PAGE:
Show simple item record

dc.contributor.authorMooney, T. Aran
dc.contributor.authorPacini, A. F.
dc.contributor.authorNachtigall, Paul E.
dc.date.accessioned2010-02-03T21:10:13Z
dc.date.available2010-02-03T21:10:13Z
dc.date.issued2009-07-31
dc.identifier.citationCanadian Journal of Zoology 87 (2009): 726-733en_US
dc.identifier.urihttp://hdl.handle.net/1912/3155
dc.descriptionAuthor Posting. © The Authors, 2009. This article is posted here by permission of NRC Research Press for personal use, not for redistribution. The definitive version was published in Canadian Journal of Zoology 87 (2009): 726-733, doi:10.1139/Z09-061.en_US
dc.description.abstractFalse killer whales (Pseudorca crassidens (Owen, 1846)) depredate fish caught by the North Pacific pelagic longline fishery, resulting in loss of target species catch and the whales themselves becoming bycaught. This incidental take of false killer whales exceeds sustainable levels. In an effort to address a potential solution to reducing this depredation and bycatch, we tested an acoustic device designed to deter false killer whales from approaching longlines by reducing the whales’ echolocation performance capabilities. The device produced a series of complex, broadband signals (1–250 kHz) at high intensity levels (up to 182 dB). In the experiment, a trained false killer whale was asked to detect a target in the presence or absence of the acoustic device. Baseline performance capabilities were 95% correct responses. Initially, the device reduced the whale’s echolocation performance to chance levels. However, subsequent sessions demonstrated improvement in echolocation performance up to 85%. This improvement was likely a result of behaviorally adapting to the task and a decrease in the source level of the echolocation “disruptor”. The results underscore the challenges in using acoustic devices to reduce depredation and bycatch, and demonstrate the need for concern regarding anthropogenic noise levels and effects on odontocete echolocation capabilities.en_US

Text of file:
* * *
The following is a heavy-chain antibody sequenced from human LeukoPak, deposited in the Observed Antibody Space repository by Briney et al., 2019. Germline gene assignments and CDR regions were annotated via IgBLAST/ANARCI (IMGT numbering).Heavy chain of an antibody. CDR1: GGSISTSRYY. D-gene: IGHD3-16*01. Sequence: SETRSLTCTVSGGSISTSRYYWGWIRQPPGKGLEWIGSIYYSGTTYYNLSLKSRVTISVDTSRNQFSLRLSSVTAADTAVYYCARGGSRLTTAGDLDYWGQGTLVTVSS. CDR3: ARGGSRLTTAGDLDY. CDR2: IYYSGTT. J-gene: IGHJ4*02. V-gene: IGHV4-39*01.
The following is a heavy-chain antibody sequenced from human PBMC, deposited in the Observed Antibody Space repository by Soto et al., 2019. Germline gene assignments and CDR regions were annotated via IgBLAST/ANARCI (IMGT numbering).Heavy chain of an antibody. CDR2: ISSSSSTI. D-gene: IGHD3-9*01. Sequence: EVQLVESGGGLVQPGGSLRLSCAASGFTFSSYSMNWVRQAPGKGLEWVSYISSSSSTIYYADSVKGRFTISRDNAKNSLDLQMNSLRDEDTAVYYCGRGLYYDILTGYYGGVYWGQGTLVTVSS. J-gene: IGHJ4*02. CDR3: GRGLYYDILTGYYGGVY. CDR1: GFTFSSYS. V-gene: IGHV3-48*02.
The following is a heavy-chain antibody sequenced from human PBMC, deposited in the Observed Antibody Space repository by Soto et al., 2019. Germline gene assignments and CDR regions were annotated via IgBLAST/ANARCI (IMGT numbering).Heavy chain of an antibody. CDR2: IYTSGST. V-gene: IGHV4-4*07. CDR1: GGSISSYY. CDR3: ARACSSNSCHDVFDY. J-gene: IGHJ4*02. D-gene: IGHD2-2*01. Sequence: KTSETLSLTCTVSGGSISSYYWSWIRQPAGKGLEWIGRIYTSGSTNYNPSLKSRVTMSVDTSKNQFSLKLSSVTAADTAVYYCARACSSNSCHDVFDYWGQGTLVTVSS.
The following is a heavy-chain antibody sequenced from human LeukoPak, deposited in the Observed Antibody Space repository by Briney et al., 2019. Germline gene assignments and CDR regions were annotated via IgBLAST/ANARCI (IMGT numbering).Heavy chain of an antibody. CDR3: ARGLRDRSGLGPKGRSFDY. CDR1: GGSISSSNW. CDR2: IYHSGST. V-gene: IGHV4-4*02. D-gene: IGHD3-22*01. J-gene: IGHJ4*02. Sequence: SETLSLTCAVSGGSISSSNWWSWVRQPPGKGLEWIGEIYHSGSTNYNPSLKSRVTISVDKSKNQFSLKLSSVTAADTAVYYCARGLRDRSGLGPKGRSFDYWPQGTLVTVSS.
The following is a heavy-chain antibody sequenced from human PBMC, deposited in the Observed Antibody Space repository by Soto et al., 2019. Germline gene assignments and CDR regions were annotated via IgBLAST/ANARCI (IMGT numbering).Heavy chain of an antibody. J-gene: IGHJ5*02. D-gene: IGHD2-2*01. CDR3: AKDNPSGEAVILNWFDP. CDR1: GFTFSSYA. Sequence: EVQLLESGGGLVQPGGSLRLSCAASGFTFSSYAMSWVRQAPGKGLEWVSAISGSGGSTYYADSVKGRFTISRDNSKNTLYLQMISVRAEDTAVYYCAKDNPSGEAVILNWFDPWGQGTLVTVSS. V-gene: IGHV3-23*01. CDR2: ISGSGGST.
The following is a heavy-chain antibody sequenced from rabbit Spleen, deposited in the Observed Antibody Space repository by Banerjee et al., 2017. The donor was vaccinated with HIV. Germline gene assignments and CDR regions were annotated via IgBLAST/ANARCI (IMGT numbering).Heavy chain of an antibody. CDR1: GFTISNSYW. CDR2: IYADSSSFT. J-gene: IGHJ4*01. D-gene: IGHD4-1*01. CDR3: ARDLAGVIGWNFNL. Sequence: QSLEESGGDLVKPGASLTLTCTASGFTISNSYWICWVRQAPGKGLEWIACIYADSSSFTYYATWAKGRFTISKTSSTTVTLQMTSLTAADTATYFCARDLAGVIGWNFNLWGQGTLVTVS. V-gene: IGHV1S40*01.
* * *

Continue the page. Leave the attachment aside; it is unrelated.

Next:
dc.description.sponsorshipWe gratefully acknowledge the Western Pacific Regional Fishery Management Council for their encouragement and funding of the project, as well as Rick van Lent and Wouter van Dam of SaveWave for lending us the Long-line Saver. Additional funding came from Robert Gisiner of the US Office of Naval Research for research grant No. N00014.05.1.07.38 to P.N.en_US
dc.format.mimetypeapplication/pdf
dc.language.isoenen_US
dc.publisherNRC Research Pressen_US
dc.relation.urihttp://dx.doi.org/10.1139/Z09-061
dc.titleFalse killer whale (Pseudorca crassidens) echolocation and acoustic disruption : implications for longline bycatch and depredationen_US
dc.typeArticleen_US
dc.identifier.doi10.1139/Z09-061


Files in this item

Thumbnail

This item appears in the following Collection(s)

Show simple item record